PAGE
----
Cultural traits are carried by individuals and inherited through social learning. Thus, the number of cultural traits that can exist in a population depends on the number of individuals that are available to learn from. The diversity of cultural traits present in human populations can be theoretically predicted to increase with community size [6]–[7]. This relationship potentially explains the geographic variation in the timing of the first appearance of modern behaviour, as manifested through advanced human culture, during the Pleistocene without invoking increased cognitive capacity [7]. Here we test if the relationship between cultural diversity and community size holds true also for chimpanzees.

However, there are four key reasons for why adult females can be suspected to be of particular importance for cultural transmission in chimpanzees. First, it can be predicted that young chimpanzees learn more from their mothers than from any other individual in the community since young chimpanzees depend on their mothers up to eight years whereas male involvement is scarce [8]–[9]. Second, tool use is central in chimpanzee culture and females use tools more frequently than males [8], [10]–[11]. Hence, an important part of chimpanzee culture is mainly exhibited by females. Third, in a detailed study of how chimpanzees in Gombe learn to fish for termites it was found that the time the mother spent termite-fishing was positively correlated to the offspring's acquisition of critical elements of the skill [12]. Since mothers spend more time with their offspring in general, the same pattern can reasonably be expected also for other traits. Fourth, it is the females that transfer between communities in chimpanzees, not the males [9]. Thus, traits learnt by males stay within the community, while traits learnt by females can be transferred to other communities. Even if only a sub-section of females' cultural repertoires are unique to each particular female, the diversity of cultural traits can be predicted to be larger among females than among males.

Because females express and transmit more culture than males, and because females transfer between communities bringing with them their cultural knowledge, the number of cultural traits present in any given chimpanzee community should depend on the number of females in that community. Thus, we hypothesize that the number of cultural traits in chimpanzee communities should correlate with the average number of females in chimpanzee communities, but not with the average number of males.

Since variation in research effort potentially can bias the diversity of cultural traits reported in different communities, we tested if the length of each long-term project affected the reported number of cultural traits (we used the following start dates for the six different projects: Bossou: 1976, Taï: 1979, Gombe: 1960, Mahale: 1965, Kibale: 1987, Budongo: 1990). There was no correlation between the length of the studies and the number of reported cultural traits (rs = 0.450, p = 0.312, n = 6) so we suspect no such bias.

To ascertain the independence of the cultural and community data we estimated λ, a statistic that varies between 0 (phylogenetic independence) and 1 (species' traits covary in direct proportion to their shared evolutionary history) [13]. This parameter did not differ significantly from 0.0 in any test (p>0.4 for all parameters) indicating no presence of a phylogenetic signal in our data (but see 5). Henceforth we therefore only report the results of non-phylogenetic tests.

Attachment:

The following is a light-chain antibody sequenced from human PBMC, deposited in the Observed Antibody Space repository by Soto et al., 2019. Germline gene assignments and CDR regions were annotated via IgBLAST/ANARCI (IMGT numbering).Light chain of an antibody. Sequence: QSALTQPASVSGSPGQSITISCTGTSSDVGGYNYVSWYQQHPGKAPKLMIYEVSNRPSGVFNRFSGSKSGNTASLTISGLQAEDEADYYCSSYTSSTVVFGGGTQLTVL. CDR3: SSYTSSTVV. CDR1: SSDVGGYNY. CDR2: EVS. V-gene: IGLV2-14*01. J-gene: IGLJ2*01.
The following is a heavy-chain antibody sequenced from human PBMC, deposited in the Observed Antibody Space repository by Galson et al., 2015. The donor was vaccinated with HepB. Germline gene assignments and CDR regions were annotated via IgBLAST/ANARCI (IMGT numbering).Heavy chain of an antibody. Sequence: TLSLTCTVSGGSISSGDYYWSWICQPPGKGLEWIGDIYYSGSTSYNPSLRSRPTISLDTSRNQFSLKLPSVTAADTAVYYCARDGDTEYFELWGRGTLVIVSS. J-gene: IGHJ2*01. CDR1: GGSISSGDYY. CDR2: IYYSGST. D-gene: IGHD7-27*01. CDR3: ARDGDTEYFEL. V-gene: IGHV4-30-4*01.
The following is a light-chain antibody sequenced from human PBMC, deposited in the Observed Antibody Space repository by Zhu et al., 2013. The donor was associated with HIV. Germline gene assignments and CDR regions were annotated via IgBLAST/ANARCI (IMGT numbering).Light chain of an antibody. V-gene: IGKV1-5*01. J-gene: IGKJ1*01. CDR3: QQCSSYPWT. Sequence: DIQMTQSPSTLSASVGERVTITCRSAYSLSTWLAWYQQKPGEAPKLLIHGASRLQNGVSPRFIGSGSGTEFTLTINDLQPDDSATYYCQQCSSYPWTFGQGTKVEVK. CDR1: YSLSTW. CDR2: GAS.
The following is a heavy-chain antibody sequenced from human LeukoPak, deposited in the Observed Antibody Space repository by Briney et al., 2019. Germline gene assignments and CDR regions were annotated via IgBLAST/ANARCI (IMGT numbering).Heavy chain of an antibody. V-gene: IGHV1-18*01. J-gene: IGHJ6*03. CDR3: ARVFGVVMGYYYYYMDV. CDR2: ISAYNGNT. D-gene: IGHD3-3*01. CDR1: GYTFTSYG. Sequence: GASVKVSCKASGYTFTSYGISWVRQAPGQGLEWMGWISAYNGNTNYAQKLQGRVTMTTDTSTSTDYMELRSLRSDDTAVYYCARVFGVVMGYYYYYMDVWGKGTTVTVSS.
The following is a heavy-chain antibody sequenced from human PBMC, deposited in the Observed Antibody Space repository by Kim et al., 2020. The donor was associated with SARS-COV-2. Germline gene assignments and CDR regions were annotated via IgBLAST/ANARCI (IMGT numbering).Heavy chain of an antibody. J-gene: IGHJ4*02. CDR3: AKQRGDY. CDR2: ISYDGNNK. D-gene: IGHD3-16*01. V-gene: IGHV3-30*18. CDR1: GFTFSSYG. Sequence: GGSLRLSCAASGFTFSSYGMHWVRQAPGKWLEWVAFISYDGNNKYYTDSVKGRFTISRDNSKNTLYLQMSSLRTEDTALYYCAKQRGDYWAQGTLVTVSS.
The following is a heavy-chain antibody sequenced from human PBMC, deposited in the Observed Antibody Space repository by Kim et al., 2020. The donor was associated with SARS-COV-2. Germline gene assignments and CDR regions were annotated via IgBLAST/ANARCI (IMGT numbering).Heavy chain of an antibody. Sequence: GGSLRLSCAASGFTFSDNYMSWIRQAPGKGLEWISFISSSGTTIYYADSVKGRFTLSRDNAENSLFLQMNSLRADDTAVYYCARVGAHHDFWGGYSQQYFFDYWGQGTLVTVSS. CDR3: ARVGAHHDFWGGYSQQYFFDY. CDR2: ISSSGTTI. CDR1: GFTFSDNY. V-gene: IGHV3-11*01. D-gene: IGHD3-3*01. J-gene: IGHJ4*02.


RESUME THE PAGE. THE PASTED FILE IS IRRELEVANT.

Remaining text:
We found a significant correlation between the number of females in chimpanzee communities and the reported number of cultural traits (rs = 0.873, p = 0.010, n = 7) (Fig. 1). Interestingly, we found no such correlation between reported number of cultural traits and male group size (rs = 0.018, p = 0.969, n = 7), and accordingly only an indication of a correlation with total community size (rs = 0.727, p = 0.064, n = 7).


The correlation between female group size and the reported number of cultural traits indicates that chimpanzee cultural carrying capacity depends on the number of females in chimpanzee communities. This implies that females are critical in chimpanzees for transmitting cultural traits and maintaining cultural diversity. The reported pattern may be explained by the fact that females transfer between communities, bringing with them novel cultural traits and consequently increasing the cultural diversity of the community as a whole.

Vast differences exist between the community sizes of humans living in modern societies and chimpanzees, so it may be tempting to infer that the difference in cultural evolution between humans and chimpanzees depends on differences in community size. However, early hominids lived at much lower population densities than contemporary humans and still, as inferred from the archaeological record , exhibited more culture than chimpanzees . For example, the presence and diversity of early Oldowan stone tools, dating as far back as more than 2 000 000 years, imply a far more complex and diverse culture than what is observed in chimpanzees . The difference between humans and chimpanzees therefore most probably depends on other traits rather than demography.

In humans, culture can grow exponentially as innovation rates depend on the number of cultural traits already present . The lack of a similar exponential growth of chimpanzee culture (inferred from the fact that they do not possess a large amount of culture at present1) might reflect that chimpanzees do not have the mental capacity necessary for making use of established cultural traits when innovating novel traits. This merits further studies of the underlying processes of chimpanzee cultural evolution , .

As chimpanzee communities continue to dwindle in Africa , more diversity is at stake than biodiversity. If ever lower numbers of chimpanzees results in the transmission of a reduced number of cultural traits over generations and between communities, we risk losing an important possibility of understanding cultural evolution in our closest living relative.